Even a .01 blood alcohol content (BAC) can impair driving, reports a new large-scale study, which found small amounts of alcohol made drivers nearly twice as likely to be at fault in an accident with a sober driver.
“We find no safe combination of drinking and driving — no point at which it is harmless to consume alcohol and get behind the wheel of a car,” lead researcher and University of San Diego sociologist David Phillips said in a press release.
The researchers analyzed 570,731 fatal collisions between 1994 and 2011 from the U.S. Fatality Analysis Reporting System (FARS) database.
“Our data support both the National Highway Traffic Safety Administration’s campaign that ‘Buzzed driving is drunk driving’ and the recommendation made by the National Transportation Safety Board, to reduce the legal limit to BAC 0.05 percent,” Phillips said. “In fact, our data provide support for yet greater reductions in the legal BAC.”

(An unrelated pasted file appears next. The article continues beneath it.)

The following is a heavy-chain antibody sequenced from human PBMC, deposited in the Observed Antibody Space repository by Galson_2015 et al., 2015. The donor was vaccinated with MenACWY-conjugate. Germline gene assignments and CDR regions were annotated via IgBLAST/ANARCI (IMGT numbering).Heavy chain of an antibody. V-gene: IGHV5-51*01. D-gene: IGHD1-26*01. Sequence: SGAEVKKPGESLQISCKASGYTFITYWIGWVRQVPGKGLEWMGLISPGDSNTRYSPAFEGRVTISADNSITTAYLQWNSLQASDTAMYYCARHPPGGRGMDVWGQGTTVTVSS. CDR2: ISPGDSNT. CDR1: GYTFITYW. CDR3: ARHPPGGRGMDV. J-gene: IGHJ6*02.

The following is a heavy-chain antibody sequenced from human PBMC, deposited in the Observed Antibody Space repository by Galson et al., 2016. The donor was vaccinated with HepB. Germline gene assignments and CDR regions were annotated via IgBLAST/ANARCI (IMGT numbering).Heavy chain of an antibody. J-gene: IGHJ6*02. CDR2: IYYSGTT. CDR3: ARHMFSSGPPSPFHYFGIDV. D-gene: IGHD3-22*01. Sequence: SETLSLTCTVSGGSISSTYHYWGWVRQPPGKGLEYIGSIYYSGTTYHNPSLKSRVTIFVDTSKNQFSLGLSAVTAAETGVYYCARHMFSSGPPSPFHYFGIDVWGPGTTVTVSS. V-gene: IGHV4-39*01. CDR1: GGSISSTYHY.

In fact, the researchers found that even a BAC of .01 — the equivalent of one or two drinks, depending on weight and gender, and below the U.S. legal limit of .08 — are 46 percent more likely to be “officially and solely blamed” by accident investigators than the other driver (if the other driver is sober).
The researchers also found no evidence that any certain level of BAC dramatically changes driving habits. Instead, they found a gradual upward trend starting at .01 BAC. But in the United States, “buzzed” drivers are not usually blamed, Phillips said. Instead, police, judges and the public view the legal limit of .08 percent as “a sharp, definitive, meaningful boundary.”